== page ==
UK – The position taken by President Robert Mugabe to boycott the constitutional conference if Arthur Mutambara was not allowed to attend as a Principal is ridiculous given that the Deputy Prime Minister has been denied political party funding by parliament on the basis that he does not represent anyone.
In doing this, Mugabe has already shown that he enjoys extreme veto power over the constitution making process, which is sickeningly worrying. As such, the utilisation of the same threat by the Professor seems to match Mugabe man to man and thus a successful spin on the impression that Mugabe had built, which was that he alone enjoys veto power.
As Phillan Zamchiya put it earlier in the day, the greatest concern should be placed on those who are trying to abuse the system in order to allocate themselves the Security Council status over the making of the Zimbabwe Constitution, which must be people driven.
Mugabe has complained countless times at the United Nations (UN) about the powers of the UN Security Council yet he practises and seeks further powers over the creation of a truly democratic Zimbabwe. In fact, I would have applauded the other parties if they had decided to continue without ZANU PF.
I think Zimbabweans would be able and better served by a constitutional process that excludes Mugabe and any of his stalwarts, who Mutambara has become. No doubt the differences on democracy as an ideal between the other two parties in the GNU are rather not seriously consequential to the achievement of a broadly democratic Zimbabwe.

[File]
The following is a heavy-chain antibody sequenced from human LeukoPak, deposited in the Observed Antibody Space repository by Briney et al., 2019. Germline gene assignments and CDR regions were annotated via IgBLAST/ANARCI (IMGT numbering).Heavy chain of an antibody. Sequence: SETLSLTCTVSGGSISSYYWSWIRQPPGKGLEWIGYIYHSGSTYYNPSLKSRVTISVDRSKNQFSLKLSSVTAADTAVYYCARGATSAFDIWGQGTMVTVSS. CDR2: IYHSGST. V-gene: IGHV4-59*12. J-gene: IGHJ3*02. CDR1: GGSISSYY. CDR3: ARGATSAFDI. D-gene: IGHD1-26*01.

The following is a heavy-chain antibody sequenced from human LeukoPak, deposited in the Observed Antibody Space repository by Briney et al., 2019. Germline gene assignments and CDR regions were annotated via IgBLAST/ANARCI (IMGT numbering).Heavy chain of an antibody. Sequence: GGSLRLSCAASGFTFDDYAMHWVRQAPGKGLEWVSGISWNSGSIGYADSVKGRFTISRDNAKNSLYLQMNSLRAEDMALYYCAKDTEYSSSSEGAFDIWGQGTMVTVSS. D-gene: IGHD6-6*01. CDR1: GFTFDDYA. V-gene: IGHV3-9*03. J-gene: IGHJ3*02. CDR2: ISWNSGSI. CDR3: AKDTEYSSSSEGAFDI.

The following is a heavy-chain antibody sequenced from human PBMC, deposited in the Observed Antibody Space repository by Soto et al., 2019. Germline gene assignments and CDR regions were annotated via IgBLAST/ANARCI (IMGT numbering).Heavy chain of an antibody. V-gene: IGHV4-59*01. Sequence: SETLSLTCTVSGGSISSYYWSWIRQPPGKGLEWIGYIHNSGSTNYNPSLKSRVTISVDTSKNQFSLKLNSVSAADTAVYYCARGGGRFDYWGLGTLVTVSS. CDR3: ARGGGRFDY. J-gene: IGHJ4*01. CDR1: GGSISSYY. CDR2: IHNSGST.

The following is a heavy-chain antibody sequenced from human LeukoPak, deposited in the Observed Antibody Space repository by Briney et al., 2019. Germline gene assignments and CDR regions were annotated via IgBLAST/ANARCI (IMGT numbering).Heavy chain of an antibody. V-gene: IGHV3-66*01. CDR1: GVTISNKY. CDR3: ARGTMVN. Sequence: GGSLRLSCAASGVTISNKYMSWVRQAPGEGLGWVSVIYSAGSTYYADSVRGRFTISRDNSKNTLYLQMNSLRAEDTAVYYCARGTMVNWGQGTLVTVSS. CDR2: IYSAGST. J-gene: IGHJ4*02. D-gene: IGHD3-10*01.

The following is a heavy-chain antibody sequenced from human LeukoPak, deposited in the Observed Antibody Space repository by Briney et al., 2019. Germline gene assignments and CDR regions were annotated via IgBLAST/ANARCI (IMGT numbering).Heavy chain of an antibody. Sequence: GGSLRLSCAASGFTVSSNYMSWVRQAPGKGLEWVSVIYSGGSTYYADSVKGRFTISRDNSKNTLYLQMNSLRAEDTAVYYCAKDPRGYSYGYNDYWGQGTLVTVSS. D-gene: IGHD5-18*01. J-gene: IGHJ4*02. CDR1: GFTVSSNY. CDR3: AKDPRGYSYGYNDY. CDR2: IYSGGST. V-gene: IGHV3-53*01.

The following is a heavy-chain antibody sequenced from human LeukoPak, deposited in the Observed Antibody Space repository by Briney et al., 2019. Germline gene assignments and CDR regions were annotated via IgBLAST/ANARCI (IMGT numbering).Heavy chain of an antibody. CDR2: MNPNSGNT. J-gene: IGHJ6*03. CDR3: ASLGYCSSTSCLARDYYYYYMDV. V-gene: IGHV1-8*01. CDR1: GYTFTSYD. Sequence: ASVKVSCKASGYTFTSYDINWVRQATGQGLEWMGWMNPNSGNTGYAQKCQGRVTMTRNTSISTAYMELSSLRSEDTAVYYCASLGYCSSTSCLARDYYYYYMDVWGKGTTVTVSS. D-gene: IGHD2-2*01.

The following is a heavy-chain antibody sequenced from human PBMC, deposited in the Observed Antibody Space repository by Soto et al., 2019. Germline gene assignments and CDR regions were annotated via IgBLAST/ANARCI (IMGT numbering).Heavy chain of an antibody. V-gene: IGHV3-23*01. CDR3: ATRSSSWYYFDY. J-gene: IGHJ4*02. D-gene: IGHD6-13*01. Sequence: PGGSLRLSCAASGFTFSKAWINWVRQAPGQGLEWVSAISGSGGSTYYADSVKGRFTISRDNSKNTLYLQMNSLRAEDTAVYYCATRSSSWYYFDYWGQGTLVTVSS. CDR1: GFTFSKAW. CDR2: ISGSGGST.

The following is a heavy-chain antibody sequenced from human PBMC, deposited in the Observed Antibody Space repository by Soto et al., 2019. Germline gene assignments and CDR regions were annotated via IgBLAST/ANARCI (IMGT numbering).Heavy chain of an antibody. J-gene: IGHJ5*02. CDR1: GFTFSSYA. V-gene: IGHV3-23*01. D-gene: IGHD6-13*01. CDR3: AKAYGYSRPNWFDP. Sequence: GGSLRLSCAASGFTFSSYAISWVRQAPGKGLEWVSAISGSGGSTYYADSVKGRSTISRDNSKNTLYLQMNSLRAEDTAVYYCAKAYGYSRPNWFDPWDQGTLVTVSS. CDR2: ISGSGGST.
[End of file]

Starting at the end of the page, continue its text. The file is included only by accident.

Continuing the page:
Mugabe is the spoiler, and the Prime Minister must have taken the moment of leadership in Mugabe and Mutambara’s absence.
Clearly, Mutambara, who is a member of a younger generation of leaders, is not doing our country a favour by allowing Zimbabwe’s constitutional process to be threatened by his presence in a structure in which his contribution is facilitated by Mugabe’s authority.
This certainly means that; therefore, his presence is not any more desirable since his own Principal (in this case Mugabe) can adequately represent both of them. The real tragedy of this story is the unveiling of the fact that in the GNU Prime Minister Morgan Tsvangirai is left alone to fight for a better Zimbabwe against a ZANU PF that is now overrepresented by the Mugabe and Mutambara.
The fact that Mugabe is willing to jeopardise Zimbabwe as a nation in Mutambara’s interests says a lot about Zimbabwe’s race to the bottom politics. Certainly, Mugabe presents himself as unpatriotic, because while for most of us allegiance is for God and country, it seems for him; it is for Mutambara and ZANU PF.
Nkululeko Sibanda is a lecturer at the University of Huddersfield in the United Kingdom.